Friday, February 3, 2012

Argentineans protest arrival of Prince Williams on Malvinas

Britain's Prince William

Source: Press TV

Demonstrators take to the streets of Argentina's capital to protest the arrival of Britain's Prince William on the Malvinas (Falkland) Islands.

Hundreds of angry protesters gathered in front of the HSBC Bank branch in the capital Buenos Aires on Thursday, throwing objects at British bank to show their fury at Prince's presence on the archipelago.

Earlier in the day, a group calling itself Quebracho, also staged a march in the city and demanded that their government cut trade links with Britain.

Esteche Fernando, the leader of the group, accused the UK of "imperialism," saying, "This sort of reigniting of the Malvinas dispute is more about hiding the financial crisis and economic suffering."

Britain's Duke of Cambridge arrived in Malvinas Islands for a six-week deployment as a Royal Air Force search and rescue pilot.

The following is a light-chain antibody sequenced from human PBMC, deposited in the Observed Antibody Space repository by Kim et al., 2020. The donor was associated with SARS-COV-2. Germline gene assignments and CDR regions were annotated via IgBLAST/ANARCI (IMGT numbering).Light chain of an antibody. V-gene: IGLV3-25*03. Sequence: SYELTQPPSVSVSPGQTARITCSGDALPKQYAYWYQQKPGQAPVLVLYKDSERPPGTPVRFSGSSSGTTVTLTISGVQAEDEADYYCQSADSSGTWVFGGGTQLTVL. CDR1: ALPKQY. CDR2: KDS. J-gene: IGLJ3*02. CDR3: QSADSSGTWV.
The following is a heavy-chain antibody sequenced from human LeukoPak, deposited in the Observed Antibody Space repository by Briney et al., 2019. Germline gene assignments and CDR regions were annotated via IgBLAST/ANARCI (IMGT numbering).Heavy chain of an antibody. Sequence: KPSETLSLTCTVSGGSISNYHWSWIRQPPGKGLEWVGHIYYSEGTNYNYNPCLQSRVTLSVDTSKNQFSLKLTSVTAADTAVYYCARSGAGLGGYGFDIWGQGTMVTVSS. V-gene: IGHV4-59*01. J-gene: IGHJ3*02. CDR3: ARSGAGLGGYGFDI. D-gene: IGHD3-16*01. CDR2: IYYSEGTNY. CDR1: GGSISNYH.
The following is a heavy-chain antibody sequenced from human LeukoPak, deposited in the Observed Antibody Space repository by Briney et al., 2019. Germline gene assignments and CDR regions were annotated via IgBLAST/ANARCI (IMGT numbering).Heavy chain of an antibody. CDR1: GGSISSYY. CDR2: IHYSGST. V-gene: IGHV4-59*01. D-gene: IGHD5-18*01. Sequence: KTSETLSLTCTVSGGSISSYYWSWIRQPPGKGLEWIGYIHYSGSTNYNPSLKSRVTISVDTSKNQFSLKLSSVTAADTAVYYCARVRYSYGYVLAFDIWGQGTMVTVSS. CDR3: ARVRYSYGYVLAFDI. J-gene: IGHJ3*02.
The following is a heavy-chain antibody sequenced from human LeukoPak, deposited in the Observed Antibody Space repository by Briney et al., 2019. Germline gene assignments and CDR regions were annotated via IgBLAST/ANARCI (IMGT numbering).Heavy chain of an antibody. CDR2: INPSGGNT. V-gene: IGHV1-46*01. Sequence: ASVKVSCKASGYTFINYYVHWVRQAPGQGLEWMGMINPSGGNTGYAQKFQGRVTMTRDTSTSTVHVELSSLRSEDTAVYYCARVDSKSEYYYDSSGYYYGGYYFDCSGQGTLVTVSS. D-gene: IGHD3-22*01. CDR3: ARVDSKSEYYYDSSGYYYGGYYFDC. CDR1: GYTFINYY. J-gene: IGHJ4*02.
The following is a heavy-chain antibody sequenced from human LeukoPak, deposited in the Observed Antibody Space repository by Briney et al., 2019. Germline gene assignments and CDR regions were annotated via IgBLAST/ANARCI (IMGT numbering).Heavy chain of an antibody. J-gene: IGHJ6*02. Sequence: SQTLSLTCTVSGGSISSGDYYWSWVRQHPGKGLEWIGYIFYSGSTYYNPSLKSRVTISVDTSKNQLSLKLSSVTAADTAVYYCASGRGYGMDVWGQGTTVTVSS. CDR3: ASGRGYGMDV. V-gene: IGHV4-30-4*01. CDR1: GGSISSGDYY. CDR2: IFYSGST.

His deployment came as a war of words with Argentina over the territory intensified.

Buenos Aires government is furious that the Prince has been sent to the islands as the 30th anniversary of the 1982 was between Argentina and Britain nears.

"The Argentinean people regret that the royal heir is coming to the soil of the homeland with the uniform of the conqueror and not with the wisdom of a statesman who works in the service of peace and dialogue between nations," Argentine foreign ministry said on Wednesday.

Moreover, British Ministry of Defense announced on Tuesday that it will send its most advanced warship, destroyer HMS Dauntless, to the islands.

Britain and Argentina fought a 74-day bloody war in 1982 over the islands which ended with the British side claiming victory over Argentineans.

Tensions between the two countries have escalated since 2010 when London authorized oil prospecting around the islands.

Malvinas Islands, located about 485 kilometers off Argentina's coast, has been "occupied" by Britain for over 180 years.

However, Buenos Aires claims sovereignty over the territory as it controlled the islands prior to its colonization by the British.

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